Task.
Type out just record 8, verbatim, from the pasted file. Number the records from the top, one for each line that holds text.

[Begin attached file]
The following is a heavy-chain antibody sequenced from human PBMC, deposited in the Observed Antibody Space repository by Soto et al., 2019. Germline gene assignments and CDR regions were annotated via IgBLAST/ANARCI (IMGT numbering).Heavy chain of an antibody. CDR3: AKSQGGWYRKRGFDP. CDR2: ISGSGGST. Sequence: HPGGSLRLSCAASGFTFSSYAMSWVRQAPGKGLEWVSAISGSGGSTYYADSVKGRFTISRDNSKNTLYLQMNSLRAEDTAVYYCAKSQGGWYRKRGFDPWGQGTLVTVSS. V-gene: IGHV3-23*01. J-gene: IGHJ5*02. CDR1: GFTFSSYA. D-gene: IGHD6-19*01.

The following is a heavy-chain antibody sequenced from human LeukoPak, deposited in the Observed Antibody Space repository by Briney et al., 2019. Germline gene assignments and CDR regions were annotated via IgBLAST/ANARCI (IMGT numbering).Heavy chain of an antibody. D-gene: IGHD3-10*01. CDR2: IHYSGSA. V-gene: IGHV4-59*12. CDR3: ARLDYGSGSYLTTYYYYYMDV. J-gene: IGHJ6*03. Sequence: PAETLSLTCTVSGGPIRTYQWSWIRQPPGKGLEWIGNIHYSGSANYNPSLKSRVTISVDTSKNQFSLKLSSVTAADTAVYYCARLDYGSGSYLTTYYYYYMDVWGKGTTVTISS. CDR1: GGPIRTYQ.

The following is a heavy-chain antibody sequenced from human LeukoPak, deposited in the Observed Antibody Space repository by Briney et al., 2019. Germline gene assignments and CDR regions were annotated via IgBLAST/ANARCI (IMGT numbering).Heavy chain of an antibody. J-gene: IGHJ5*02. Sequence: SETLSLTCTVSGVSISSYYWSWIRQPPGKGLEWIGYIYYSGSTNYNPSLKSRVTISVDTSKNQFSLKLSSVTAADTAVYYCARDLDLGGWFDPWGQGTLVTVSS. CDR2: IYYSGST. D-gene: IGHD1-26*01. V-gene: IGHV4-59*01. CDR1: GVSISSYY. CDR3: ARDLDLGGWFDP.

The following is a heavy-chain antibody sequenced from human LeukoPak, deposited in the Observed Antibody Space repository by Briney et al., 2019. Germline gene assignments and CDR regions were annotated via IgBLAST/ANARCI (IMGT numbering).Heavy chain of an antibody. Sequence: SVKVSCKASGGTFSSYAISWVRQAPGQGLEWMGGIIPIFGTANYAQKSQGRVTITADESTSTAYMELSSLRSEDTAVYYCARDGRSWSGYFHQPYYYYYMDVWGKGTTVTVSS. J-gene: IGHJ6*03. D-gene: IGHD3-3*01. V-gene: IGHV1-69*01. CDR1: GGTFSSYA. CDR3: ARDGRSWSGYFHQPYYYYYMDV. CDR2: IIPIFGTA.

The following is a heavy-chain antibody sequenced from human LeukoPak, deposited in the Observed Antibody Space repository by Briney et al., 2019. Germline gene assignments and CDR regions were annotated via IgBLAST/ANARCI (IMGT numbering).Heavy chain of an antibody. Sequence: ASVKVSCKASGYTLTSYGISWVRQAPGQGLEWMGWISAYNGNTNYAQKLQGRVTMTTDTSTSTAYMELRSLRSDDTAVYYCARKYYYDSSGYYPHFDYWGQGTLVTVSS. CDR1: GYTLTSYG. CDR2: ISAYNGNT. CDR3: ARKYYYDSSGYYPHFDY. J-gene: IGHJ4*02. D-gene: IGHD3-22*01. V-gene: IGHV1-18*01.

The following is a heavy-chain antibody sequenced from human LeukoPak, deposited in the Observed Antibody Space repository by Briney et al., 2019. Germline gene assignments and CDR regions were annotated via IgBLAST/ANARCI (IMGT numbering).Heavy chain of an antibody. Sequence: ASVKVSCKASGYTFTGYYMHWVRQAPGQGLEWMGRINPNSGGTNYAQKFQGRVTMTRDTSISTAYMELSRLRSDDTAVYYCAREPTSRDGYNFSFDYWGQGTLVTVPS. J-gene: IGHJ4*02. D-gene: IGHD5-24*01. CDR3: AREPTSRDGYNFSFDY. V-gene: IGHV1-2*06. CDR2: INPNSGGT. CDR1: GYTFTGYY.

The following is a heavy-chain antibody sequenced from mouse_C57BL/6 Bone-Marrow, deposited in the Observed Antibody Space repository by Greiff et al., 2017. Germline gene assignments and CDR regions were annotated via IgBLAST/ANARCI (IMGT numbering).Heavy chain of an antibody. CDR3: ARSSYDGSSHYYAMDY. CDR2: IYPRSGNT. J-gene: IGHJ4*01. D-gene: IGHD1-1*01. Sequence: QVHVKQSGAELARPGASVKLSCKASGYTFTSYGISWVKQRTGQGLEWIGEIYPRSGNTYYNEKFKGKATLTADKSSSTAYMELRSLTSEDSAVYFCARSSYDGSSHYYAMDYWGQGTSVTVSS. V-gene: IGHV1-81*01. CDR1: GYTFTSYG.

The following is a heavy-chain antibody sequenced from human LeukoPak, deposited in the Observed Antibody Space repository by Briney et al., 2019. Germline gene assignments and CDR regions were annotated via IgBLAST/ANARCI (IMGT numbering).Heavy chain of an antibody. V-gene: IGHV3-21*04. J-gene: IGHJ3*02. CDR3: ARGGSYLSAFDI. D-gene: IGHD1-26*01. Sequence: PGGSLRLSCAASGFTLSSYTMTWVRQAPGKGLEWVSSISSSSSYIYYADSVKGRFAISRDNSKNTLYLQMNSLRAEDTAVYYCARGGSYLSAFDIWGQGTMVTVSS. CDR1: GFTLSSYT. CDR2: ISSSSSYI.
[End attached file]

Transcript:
The following is a heavy-chain antibody sequenced from human LeukoPak, deposited in the Observed Antibody Space repository by Briney et al., 2019. Germline gene assignments and CDR regions were annotated via IgBLAST/ANARCI (IMGT numbering).Heavy chain of an antibody. V-gene: IGHV3-21*04. J-gene: IGHJ3*02. CDR3: ARGGSYLSAFDI. D-gene: IGHD1-26*01. Sequence: PGGSLRLSCAASGFTLSSYTMTWVRQAPGKGLEWVSSISSSSSYIYYADSVKGRFAISRDNSKNTLYLQMNSLRAEDTAVYYCARGGSYLSAFDIWGQGTMVTVSS. CDR1: GFTLSSYT. CDR2: ISSSSSYI.